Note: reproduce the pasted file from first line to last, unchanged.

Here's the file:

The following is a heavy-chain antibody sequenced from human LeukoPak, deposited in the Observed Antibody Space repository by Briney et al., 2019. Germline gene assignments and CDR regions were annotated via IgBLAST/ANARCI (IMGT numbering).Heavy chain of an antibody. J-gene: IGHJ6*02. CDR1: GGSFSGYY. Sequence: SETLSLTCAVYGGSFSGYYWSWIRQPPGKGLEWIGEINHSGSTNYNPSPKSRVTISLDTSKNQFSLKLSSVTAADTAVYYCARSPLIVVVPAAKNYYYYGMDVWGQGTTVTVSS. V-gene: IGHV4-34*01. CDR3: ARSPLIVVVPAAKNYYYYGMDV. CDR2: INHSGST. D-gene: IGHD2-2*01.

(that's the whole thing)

The following is a heavy-chain antibody sequenced from human LeukoPak, deposited in the Observed Antibody Space repository by Briney et al., 2019. Germline gene assignments and CDR regions were annotated via IgBLAST/ANARCI (IMGT numbering).Heavy chain of an antibody. J-gene: IGHJ6*02. CDR1: GGSFSGYY. Sequence: SETLSLTCAVYGGSFSGYYWSWIRQPPGKGLEWIGEINHSGSTNYNPSPKSRVTISLDTSKNQFSLKLSSVTAADTAVYYCARSPLIVVVPAAKNYYYYGMDVWGQGTTVTVSS. V-gene: IGHV4-34*01. CDR3: ARSPLIVVVPAAKNYYYYGMDV. CDR2: INHSGST. D-gene: IGHD2-2*01.